My kids love my:  Chocolate Zucchini Bundt Cake
Carolyn Ketchum, All Day I Dream About Food

I don't usually sneak veggies into my kids' food. However, my son is very picky. The only way I can get him to eat leafy greens is by hiding them in a berry smoothie. He slurps them right up without a complaint and never knows what's in there. It's the only way to get veggies in him.

My kids love my:  Acai Smoothie Bowl
Lindsey Johnson, Cafe Johnsonia

Crispy Oven Roasted Chickpeas

My strategy when it comes to kids & veggies is to not sneak them at all. I bought this really cool crinkle cutter ($3) that makes everything look like waffle fries. It’s great for carrots, zucchini, and sweet potatoes. My kids will also eat frozen peas straight out of the bag. Presentation is key.

My kids love my:  Crispy Oven Roasted Chickpeas
Emilie Raffa, The Clever Carrot

My trick is not to "sneak" the veggies at all. I've found that kids eat more veg if they're encouraged to help out in the kitchen and even allowed make some choices at the market. Hand-on experience empowers kids and gets them curious and excited to taste all sorts of goodies.

My kids love my:  Deconstructed Salad
Erin Scott, Yummy Supper

Living in a home full of the pickiest eaters, I love to sneak veggies into our everyday meals to give them a healthy boost. My favorite way is with green smoothies! My kids think they’re just getting a sweet, tasty smoothie but I know they’re getting big nutrition with the mixture of fruits and green veggies. Their favorite is my Cinnamon Pear Green Smoothie.

My kids love my:  Cinnamon Pear Green Smoothie
Kate Donahue, Food Babbles

At our house, the hour before dinner is the front-line in the battle field of getting my kiddos to eat their veggies. Like clock work, they are climbing the walls and begging for snacks. But I don't want them to fill up on empty calories. So I put out a plate of cut up raw veggies with home-made ranch dip. It is a win win for me, they stop asking for a snack and they get in their vegetable servings before dinner even begins.

My kids love my:  Low Fat Ranch Dip
Katie Webster, Healthy Seasonal Recipes

My most successful way of sneaking veggies into my kids' diets is by increasing the amount of veggies, and chopping them up extra small, in things like pasta sauces and soups. You can add a whole lot of minced carrot to a marinara sauce and no one will be the wiser!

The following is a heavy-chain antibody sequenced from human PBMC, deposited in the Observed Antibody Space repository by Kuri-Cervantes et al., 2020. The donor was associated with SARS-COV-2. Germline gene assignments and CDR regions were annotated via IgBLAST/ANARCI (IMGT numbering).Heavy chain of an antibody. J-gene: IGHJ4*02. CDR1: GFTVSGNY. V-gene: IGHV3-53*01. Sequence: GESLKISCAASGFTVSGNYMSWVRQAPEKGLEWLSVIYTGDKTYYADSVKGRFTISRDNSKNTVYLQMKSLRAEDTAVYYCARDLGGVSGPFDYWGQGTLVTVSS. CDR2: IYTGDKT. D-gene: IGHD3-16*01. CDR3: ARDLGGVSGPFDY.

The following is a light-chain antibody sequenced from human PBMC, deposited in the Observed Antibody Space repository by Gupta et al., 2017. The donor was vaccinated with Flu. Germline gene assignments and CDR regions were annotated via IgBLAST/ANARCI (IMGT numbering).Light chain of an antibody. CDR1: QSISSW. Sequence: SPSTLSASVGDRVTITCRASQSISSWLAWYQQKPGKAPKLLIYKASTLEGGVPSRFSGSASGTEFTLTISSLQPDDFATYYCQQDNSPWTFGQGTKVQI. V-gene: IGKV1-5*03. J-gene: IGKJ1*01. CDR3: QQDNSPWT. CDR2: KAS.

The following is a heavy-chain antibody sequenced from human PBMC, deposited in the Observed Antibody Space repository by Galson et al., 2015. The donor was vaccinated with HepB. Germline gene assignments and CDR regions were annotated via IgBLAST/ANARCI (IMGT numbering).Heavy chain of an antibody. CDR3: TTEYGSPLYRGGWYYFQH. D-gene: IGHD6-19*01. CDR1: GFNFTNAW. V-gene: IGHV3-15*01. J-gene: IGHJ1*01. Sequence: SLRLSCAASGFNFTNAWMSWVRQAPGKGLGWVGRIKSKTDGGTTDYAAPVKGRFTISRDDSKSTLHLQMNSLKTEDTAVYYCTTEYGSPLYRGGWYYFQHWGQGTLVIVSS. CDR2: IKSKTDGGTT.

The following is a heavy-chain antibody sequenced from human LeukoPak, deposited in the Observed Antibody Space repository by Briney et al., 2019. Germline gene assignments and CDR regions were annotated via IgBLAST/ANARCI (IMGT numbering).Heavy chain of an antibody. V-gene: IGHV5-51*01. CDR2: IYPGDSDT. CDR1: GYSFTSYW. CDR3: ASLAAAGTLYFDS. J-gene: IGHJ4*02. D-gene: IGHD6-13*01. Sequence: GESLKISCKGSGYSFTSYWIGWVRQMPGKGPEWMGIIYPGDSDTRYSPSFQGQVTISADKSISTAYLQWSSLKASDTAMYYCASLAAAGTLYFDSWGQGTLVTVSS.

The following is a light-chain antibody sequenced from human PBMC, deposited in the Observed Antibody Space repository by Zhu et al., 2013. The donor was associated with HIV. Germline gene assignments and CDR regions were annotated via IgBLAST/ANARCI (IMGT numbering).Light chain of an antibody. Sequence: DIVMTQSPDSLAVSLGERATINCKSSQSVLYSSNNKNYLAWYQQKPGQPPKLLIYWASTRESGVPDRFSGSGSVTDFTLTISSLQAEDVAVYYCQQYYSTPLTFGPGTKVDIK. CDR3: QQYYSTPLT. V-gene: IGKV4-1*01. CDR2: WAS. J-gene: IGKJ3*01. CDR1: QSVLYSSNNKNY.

My kids love my:  Slow Cooker Pumpkin Chili
Rachael Hutchings, La Fuji Mama

Simple Make Ahead Tomato Soup

It's easy to hide a variety of veg under melty cheese in a Mexican dish. Also, sometimes I'll finely shred all sorts of things and add to pasta sauces and meatballs. Soups are also big for my kids- sometimes they don't even realize how much good veg they're eating, when it's all pureed.

My kids love my:  Easy, Make Ahead Blender Tomato Soup
Allie Roomberg, Baking A Moment

I actually don't sneak veggies into my kids diets. Instead when I create vegetables I just make sure I make them in a really, really good way. I think most of our vegetable aversions stem from eating something as a child that wasn't prepared well, so we just assumed that's how those vegetables tasted for life. One example is Brussels Sprouts. I HATED them as a child, but it was because my mom just always boiled them and they just weren't good. (Sorry, Mom!). I roast my brussels sprouts with some butter, salt and pepper and my kids eat them up like crazy. In fact, my husband and I never seem to get as much as want. So, in short, just look for really good, tasty recipes for preparing vegetables and you'll have no need to hide them!

My kids love my:  Asian Toasted Sesame Asparagus
Kristen Doyle, Dine & Dish

Instead of sneaking in vegetables, I try to prepare them with a little thought so that my kids WANT to eat them. One of the simplest and easiest methods to maximize flavor is roasting. When you cook vegetables at a high temperature, the natural sugars begin to caramelize which turns a bland, raw piece of produce into a sweet, tender and slightly smoky side dish. Let the kids pick out their favorite vegetable to roast. The more involved your kids are in the kitchen, the more likely they are to take ownership of their dish at the dinnertable.

My kids love my:  Za’atar Roasted Carrots and Green Beans
Liz Della Croce, The Lemon Bowl